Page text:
Dieterich Buxtehude’s Life

> Home
> News
> About Buxtehude
> The Society
> Membership
> Events
> Shop
> Downloads
> Contact

 

Life and work of Dieterich Buxtehude have been researched quite well. Though, there ist very little knowledge about his childhood and youth, and many compositions have been lost. However, the Buxtehude Catalogue of Works does list about 220 compositions, ranging from small organ pieces up to oratorios with - for those days - nearly “symphonic” scores. In the following, important sources for information and music are named. At the bottom of the page a brief overview is given, too:
 

Global descriptions of Buxtehude’s life and

A brief survey on the bottom of this page...
  go to survey>>

...much more detailed and with the usual provision of links and references at Wikipedia:
  open>>

Kerala J. Snyder’s important monography “Dieterich Buxtehude - Organist in Lübeck”, is out-of-print in its original English version. The revised German edition of 2007 is published at Bärenreiter
  product link>>


Publications on Dieterich Buxtehude and his music:

A Buxtehude bibliography was published in 1989 in Hermann Wettstein’s book “Dietrich Buxtehude (1637-1707). Eine Bibliographie zu seinem Leben und Werk. Mit einem Anhang über Nicolaus Bruhns (= Schriften der Universitätsbibliothek Freiburg i. Br. 2). Freiburg i. Br.”. It may be ordered as a reprint at De Gruyter publishers.
  Link to De Gruyter>>
This bibliography was updated in 2010 by Sylvia Budde-Manhart. This version is available on our website as PDF file:
  open PDF>>


List of Works by Buxtehude:

Published in 1974 by Breitkopf and revised in 1985, the “Buxtehude-Werkeverzeichnis” (BuxWV) by Georg Karstädt is still an important source for scholars and musicians, giving the openings of every piece and naming the source of the lyrics of the vocal compositions.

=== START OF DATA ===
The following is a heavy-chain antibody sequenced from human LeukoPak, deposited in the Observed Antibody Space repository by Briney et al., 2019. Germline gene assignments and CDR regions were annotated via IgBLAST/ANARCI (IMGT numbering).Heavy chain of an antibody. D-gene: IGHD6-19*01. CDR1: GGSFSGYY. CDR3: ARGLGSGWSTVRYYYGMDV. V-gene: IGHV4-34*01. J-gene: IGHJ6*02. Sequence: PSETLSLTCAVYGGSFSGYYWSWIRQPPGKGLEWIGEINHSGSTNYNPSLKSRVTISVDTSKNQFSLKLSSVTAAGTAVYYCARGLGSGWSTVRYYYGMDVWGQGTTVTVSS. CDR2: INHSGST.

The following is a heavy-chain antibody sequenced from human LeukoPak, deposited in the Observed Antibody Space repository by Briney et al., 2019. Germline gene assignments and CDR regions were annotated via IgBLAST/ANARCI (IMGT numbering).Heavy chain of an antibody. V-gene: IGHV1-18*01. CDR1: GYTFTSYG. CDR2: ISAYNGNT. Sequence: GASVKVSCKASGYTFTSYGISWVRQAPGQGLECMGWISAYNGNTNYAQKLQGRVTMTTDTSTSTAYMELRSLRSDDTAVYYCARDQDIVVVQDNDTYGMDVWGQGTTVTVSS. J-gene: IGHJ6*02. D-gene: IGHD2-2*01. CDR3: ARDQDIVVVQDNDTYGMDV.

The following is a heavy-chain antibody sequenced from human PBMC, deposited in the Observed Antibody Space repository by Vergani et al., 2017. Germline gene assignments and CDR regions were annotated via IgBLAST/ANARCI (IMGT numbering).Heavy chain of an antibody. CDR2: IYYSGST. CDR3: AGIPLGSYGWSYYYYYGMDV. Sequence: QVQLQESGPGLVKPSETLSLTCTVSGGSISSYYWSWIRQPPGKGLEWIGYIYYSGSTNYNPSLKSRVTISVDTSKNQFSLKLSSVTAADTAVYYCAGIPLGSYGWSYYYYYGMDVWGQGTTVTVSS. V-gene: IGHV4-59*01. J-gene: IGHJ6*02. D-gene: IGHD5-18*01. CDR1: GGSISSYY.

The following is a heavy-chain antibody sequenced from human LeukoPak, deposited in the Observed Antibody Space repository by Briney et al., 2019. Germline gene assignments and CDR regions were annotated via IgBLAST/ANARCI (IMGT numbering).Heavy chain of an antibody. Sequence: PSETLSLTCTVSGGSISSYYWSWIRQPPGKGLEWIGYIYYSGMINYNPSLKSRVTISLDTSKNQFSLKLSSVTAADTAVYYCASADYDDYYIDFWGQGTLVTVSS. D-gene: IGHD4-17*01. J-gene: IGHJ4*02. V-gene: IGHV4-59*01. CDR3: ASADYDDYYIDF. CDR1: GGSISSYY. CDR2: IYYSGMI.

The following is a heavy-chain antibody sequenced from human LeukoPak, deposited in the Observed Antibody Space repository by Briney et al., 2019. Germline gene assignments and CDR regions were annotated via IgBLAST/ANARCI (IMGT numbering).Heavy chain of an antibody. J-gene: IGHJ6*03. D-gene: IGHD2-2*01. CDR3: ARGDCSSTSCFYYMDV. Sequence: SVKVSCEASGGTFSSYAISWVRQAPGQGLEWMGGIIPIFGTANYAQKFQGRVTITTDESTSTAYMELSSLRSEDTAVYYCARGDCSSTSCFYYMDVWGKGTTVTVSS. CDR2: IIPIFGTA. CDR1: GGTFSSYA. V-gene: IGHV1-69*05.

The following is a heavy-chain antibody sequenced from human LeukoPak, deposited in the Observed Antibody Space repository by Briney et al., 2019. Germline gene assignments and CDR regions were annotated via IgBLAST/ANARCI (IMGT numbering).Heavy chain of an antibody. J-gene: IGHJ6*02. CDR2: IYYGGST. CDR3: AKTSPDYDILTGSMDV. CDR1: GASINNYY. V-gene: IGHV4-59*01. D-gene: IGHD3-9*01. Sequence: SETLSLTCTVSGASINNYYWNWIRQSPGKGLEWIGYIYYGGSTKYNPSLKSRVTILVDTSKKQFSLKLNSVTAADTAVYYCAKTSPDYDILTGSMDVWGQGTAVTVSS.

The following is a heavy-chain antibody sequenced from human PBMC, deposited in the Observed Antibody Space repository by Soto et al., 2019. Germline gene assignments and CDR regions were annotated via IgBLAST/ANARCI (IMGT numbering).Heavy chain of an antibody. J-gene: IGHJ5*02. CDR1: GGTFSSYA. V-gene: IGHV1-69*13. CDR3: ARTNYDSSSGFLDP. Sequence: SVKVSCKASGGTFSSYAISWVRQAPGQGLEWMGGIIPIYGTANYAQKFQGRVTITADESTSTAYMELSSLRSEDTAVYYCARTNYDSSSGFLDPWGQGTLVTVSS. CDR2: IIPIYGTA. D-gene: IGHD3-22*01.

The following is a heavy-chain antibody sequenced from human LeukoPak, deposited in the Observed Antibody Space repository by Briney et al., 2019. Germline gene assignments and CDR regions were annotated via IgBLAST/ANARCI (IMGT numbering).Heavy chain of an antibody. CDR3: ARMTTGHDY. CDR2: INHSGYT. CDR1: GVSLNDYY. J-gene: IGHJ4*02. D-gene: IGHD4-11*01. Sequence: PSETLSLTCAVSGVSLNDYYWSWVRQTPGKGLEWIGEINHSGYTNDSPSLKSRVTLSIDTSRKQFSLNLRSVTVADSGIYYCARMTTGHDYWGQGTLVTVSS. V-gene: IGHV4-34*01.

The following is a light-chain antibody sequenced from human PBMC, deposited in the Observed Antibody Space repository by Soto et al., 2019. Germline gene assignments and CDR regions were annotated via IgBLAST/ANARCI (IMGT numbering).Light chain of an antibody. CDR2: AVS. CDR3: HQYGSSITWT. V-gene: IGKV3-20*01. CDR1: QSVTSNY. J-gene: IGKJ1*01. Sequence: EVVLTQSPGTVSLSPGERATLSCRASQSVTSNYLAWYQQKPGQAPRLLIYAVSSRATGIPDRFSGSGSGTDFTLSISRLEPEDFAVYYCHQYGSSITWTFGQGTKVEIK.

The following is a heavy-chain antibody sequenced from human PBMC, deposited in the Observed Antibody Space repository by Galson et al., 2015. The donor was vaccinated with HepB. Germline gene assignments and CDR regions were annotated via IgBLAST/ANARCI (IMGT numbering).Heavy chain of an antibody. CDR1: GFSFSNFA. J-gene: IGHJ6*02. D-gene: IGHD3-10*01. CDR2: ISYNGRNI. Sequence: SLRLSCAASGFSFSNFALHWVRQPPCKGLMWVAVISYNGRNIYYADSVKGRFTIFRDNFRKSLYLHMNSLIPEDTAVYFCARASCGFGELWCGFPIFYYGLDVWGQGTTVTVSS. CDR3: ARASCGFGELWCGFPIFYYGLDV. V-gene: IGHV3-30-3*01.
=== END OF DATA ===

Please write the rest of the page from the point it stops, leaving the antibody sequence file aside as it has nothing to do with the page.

product link>>

In 2010, an updated version without the openings and the vocal sources, but adding recently published works, has been made available for download here on this website by Sylvia Budde-Manhart:
  open PDF>>


Sheet music:

There are scholarly editions and practical editions available. The “Collected Works” edition was begun in 1935 by Ugrino publishing house, containing Vol. I - VIII. These volumes are available at older academic libraries only. For a time they were available as reprint at Broude Edition. Since 1987, the Collected Works edition is beeing continued by Broude. Information about the current state may be found at the Broude catalogue: (dort auf Seite 15)
  open Broude catalogue 2015>>

Practical editions are available for the majority of Buxtehude’s works - see the List of Works paragraph above.

On this website, Ton Koopman made available sheet music which has been produced for his “Opera omnia” recording project. Roland Wilson contributed his “Das jüngste Gericht” materials. Both are available here on site in our
  Download section>>

Additional online sources for free sheet music are CPDL (vocal music) and IMSLP (instrumental music) and the Buxtehude Group at Yahoo: